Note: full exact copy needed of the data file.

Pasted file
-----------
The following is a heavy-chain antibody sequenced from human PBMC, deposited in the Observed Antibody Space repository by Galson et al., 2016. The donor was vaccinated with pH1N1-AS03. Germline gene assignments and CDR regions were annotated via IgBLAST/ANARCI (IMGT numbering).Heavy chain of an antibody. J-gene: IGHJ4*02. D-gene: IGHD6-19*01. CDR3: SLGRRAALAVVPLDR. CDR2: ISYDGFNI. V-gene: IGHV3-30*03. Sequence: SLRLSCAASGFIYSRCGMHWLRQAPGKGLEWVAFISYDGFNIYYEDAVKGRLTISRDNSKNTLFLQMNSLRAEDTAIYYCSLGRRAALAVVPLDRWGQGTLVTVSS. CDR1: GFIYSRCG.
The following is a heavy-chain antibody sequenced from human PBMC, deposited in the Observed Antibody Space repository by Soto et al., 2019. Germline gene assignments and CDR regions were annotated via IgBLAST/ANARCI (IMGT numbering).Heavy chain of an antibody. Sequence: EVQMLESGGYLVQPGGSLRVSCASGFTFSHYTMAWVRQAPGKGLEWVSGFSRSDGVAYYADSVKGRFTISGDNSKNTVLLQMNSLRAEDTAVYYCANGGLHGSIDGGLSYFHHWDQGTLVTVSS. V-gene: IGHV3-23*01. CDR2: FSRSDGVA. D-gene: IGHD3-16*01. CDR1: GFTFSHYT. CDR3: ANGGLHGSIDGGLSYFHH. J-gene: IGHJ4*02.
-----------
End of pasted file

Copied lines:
The following is a heavy-chain antibody sequenced from human PBMC, deposited in the Observed Antibody Space repository by Galson et al., 2016. The donor was vaccinated with pH1N1-AS03. Germline gene assignments and CDR regions were annotated via IgBLAST/ANARCI (IMGT numbering).Heavy chain of an antibody. J-gene: IGHJ4*02. D-gene: IGHD6-19*01. CDR3: SLGRRAALAVVPLDR. CDR2: ISYDGFNI. V-gene: IGHV3-30*03. Sequence: SLRLSCAASGFIYSRCGMHWLRQAPGKGLEWVAFISYDGFNIYYEDAVKGRLTISRDNSKNTLFLQMNSLRAEDTAIYYCSLGRRAALAVVPLDRWGQGTLVTVSS. CDR1: GFIYSRCG.
The following is a heavy-chain antibody sequenced from human PBMC, deposited in the Observed Antibody Space repository by Soto et al., 2019. Germline gene assignments and CDR regions were annotated via IgBLAST/ANARCI (IMGT numbering).Heavy chain of an antibody. Sequence: EVQMLESGGYLVQPGGSLRVSCASGFTFSHYTMAWVRQAPGKGLEWVSGFSRSDGVAYYADSVKGRFTISGDNSKNTVLLQMNSLRAEDTAVYYCANGGLHGSIDGGLSYFHHWDQGTLVTVSS. V-gene: IGHV3-23*01. CDR2: FSRSDGVA. D-gene: IGHD3-16*01. CDR1: GFTFSHYT. CDR3: ANGGLHGSIDGGLSYFHH. J-gene: IGHJ4*02.